A good place to start might be with the k-means implementation in ELKI, which already seems to support three different initializations (including k-means++), and the authors said they also want to have different iteration strategys, to cover all the various common variants in a modular fashion (e.g. Lloyd, MacQueen, ...).

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Recently I needed this myself for a not very large dataset. My answer, although it has a relatively long running time, is guaranteed to converge to a local optimum.

def eqsc(X, K=None, G=None):
    "equal-size clustering based on data exchanges between pairs of clusters"
    from scipy.spatial.distance import pdist, squareform
    from matplotlib import pyplot as plt
    from matplotlib import animation as ani    
    from matplotlib.patches import Polygon   
    from matplotlib.collections import PatchCollection
    def error(K, m, D):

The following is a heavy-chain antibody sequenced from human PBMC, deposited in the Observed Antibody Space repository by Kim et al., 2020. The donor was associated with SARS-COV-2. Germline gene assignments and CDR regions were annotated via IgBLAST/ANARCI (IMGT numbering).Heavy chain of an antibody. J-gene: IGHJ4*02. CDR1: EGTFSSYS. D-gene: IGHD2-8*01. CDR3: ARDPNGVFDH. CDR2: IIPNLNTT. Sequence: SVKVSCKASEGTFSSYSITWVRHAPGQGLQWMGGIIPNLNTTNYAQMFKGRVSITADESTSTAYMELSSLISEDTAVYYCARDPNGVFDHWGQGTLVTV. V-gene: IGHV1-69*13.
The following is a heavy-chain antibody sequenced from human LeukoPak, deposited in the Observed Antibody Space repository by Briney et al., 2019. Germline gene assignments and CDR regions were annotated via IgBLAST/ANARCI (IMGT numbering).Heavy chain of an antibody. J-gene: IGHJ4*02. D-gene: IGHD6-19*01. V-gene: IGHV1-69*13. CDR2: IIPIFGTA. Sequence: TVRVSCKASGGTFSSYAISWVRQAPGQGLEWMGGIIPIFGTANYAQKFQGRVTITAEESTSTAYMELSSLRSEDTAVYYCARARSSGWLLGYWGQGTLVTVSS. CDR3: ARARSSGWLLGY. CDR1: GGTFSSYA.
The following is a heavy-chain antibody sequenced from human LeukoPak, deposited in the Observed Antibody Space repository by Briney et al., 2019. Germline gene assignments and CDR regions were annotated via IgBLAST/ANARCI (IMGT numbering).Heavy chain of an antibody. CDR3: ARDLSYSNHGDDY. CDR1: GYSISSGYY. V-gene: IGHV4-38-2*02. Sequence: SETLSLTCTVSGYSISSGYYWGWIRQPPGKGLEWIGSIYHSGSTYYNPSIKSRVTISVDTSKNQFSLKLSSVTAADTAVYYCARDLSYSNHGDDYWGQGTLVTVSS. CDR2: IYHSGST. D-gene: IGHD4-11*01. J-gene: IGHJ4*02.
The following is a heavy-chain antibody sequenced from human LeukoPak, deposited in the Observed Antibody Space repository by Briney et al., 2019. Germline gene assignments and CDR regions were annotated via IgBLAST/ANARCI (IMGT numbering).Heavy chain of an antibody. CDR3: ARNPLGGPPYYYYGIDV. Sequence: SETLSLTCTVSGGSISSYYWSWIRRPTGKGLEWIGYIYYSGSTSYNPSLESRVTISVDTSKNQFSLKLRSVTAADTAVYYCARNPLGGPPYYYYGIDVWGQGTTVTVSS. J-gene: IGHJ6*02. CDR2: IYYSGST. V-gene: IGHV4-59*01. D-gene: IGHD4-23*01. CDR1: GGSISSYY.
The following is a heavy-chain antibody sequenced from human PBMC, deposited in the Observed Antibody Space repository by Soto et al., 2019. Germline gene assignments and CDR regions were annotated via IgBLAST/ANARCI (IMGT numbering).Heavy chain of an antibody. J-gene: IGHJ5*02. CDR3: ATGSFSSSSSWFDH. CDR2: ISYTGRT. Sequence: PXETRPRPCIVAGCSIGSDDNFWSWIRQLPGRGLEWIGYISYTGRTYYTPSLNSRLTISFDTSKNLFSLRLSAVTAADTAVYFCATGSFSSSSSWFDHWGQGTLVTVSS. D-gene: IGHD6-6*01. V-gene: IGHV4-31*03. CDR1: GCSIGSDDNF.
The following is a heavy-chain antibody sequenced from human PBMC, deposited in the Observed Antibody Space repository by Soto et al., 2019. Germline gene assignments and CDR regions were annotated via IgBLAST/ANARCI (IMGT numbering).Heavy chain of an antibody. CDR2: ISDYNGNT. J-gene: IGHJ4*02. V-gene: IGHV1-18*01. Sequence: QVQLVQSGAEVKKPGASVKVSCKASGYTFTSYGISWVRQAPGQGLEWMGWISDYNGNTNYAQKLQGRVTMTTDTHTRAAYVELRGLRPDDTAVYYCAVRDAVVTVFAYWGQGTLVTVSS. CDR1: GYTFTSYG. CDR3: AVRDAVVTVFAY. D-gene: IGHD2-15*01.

"""return average distances between data in one cluster, averaged over all clusters"""
        E = 0
        for k in range(K):
            i = numpy.where(m == k)[0] # indeces of datapoints belonging to class k
            E += numpy.mean(D[numpy.meshgrid(i,i)])
        return E / K
    numpy.random.seed(0) # repeatability
    N, n = X.shape
    if G is None and K is not None:
        G = N // K # group size
    elif K is None and G is not None:
        K = N // G # number of clusters
    else:
        raise Exception('must specify either K or G')
    D = squareform(pdist(X)) # distance matrix
    m = numpy.random.permutation(N) % K # initial membership
    E = error(K, m, D)
    # visualization
    #FFMpegWriter = ani.writers['ffmpeg']
    #writer = FFMpegWriter(fps=15)
    #fig = plt.figure()
    #with writer.saving(fig, "ec.mp4", 100):
    t = 1
    while True:
        E_p = E
        for a in range(N): # systematically